A T-Mobile mistake during an overnight technology update resulted in some customers seeing the private information of other users today. T-Mobile users posting on social media said they saw other customers’ billing details instead of their own during the incident that reportedly lasted for three hours or so this morning.
When contacted by Ars today, T-Mobile confirmed the problem and said it was caused by a faulty update. “There was no cyberattack or breach at T-Mobile,” a company spokesperson said. “This was a temporary system glitch related to a planned overnight technology update involving limited account information for fewer than 100 customers, which was quickly resolved.”
As The Verge wrote, T-Mobile customers “reported that they’re able to see other users’ account data—including their current credit balance, purchase history, credit card information, and home address—when signing into their own T-Mobile accounts.”
A subreddit dedicated to discussing T-Mobile set up a megathread for discussions on the matter. “I got not one but two people’s info when accessing my account through the app last night. Seemingly back to normal when I checked this morning,” one person wrote.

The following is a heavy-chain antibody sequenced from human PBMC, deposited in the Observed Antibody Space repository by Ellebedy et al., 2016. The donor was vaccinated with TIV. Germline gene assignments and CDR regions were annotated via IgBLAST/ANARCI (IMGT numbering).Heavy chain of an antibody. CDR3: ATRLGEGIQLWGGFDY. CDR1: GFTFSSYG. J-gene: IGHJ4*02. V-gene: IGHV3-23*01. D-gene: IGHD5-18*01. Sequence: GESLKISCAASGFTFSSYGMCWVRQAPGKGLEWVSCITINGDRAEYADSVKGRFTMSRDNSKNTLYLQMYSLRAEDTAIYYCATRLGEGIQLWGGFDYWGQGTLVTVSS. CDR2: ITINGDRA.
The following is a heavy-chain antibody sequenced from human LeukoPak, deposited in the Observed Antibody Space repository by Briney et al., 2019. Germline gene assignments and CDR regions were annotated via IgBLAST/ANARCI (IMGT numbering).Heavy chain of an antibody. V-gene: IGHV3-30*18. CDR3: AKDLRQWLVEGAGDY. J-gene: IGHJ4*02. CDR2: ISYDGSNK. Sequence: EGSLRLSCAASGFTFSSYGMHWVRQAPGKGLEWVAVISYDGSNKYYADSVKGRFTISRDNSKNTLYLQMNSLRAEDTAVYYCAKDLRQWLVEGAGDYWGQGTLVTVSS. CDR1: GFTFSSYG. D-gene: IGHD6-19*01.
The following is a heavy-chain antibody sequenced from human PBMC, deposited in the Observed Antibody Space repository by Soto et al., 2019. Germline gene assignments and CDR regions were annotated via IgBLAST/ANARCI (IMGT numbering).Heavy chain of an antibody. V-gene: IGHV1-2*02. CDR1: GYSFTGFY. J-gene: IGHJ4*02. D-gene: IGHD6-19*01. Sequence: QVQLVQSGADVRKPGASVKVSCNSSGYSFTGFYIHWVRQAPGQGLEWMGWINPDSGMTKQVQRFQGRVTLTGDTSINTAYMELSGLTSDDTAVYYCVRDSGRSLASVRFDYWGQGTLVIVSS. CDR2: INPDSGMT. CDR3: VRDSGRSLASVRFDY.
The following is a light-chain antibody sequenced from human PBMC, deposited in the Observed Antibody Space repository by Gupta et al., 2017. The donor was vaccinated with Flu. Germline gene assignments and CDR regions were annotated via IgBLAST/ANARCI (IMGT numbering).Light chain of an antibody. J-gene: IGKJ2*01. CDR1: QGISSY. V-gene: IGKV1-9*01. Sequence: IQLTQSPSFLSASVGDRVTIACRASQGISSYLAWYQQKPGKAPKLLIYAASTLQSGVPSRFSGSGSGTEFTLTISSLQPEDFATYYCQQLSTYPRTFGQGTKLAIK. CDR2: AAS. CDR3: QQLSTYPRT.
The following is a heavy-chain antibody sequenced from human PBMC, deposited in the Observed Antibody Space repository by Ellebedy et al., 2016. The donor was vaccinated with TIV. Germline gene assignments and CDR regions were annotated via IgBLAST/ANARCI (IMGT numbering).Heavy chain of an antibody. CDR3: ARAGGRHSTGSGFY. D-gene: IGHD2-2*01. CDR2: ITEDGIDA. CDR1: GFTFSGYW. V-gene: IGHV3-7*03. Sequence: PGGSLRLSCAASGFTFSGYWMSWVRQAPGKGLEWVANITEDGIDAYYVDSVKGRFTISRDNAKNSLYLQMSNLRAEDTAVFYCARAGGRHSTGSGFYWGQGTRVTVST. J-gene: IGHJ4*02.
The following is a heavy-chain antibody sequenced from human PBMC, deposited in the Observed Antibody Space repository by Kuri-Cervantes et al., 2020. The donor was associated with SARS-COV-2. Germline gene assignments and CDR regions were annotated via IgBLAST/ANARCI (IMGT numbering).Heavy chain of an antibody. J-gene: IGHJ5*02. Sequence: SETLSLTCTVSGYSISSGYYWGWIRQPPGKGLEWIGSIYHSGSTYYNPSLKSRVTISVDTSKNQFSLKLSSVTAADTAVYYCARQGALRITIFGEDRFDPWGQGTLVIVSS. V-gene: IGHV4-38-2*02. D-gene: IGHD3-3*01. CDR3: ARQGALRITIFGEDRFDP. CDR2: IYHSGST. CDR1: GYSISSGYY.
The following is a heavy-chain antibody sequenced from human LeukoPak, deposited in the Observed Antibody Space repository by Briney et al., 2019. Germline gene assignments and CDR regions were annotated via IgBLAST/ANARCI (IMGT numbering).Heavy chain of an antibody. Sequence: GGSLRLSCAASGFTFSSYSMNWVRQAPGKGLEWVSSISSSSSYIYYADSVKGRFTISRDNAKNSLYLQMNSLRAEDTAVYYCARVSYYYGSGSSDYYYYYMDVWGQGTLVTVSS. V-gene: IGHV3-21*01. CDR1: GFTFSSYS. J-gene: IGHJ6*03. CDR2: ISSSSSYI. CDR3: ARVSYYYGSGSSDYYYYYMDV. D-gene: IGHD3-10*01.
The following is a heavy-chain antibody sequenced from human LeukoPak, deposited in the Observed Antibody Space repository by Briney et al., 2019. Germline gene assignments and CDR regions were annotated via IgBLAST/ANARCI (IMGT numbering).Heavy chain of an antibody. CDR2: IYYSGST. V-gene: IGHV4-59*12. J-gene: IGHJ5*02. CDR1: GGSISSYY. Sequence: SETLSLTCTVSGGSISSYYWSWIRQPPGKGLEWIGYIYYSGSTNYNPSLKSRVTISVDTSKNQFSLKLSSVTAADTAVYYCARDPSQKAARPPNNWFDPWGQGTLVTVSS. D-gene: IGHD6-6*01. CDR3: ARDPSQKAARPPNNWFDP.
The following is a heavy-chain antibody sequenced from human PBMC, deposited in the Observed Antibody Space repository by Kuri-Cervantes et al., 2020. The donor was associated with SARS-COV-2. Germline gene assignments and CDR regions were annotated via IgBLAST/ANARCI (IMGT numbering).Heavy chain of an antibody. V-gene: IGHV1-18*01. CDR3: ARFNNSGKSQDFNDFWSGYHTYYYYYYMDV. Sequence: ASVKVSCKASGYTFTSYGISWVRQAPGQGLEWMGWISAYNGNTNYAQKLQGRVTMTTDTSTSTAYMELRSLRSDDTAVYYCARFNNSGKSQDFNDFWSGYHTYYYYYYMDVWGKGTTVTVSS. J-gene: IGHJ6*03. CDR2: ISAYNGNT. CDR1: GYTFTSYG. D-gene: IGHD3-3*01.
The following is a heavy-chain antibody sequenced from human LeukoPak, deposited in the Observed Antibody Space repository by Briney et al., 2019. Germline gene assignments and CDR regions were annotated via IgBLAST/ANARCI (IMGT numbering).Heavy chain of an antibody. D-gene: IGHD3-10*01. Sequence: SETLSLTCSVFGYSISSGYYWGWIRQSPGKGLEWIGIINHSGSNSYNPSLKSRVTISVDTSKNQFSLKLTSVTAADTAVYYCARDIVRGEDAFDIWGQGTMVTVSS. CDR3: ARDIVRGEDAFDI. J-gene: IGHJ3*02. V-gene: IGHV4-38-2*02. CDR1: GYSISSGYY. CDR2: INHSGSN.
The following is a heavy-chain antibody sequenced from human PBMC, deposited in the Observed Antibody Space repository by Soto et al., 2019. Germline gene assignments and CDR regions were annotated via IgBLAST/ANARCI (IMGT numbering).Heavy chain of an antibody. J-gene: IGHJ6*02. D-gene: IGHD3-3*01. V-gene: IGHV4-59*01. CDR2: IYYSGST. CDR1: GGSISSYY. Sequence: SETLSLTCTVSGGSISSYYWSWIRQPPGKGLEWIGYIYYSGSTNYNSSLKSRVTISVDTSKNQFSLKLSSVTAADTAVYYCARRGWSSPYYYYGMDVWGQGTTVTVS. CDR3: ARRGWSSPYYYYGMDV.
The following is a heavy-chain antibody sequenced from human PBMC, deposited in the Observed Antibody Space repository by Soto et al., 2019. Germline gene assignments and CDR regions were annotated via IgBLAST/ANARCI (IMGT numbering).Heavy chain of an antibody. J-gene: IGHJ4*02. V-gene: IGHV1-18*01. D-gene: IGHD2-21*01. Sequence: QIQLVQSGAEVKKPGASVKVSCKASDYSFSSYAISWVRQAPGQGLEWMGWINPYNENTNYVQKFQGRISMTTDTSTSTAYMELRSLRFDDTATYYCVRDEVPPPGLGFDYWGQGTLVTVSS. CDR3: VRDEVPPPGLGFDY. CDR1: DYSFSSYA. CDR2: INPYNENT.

Fierce Wireless spoke to a T-Mobile user who saw other people’s private information. “A source told Fierce Wireless that when he logged into his T-Mobile account, he saw other people’s names, lines, billing history, addresses, call logs, and saved payment methods,” the news site reported.
T-Mobile users have reason to worry
Today’s data leak appears to be a minor problem compared to T-Mobile’s history of data breaches. In addition to breaches earlier this year, T-Mobile admitted in 2021 that attackers stole personal information on nearly 49 million accounts.
But even though today’s problem seems to have been small and fixed quickly, it’s another reason for cell phone users to be wary of T-Mobile’s ability to safeguard personal information.
In the Reddit thread, users expressed concern about their data and pointed out that T-Mobile now requires a debit card or linked bank account to set up automatic payments and receive the company’s AutoPay discount. T-Mobile stopped accepting credit cards for automatic payments a few months ago.
“And they want me to attach my banking information to get Auto Pay. It’ll never happen,” one person wrote.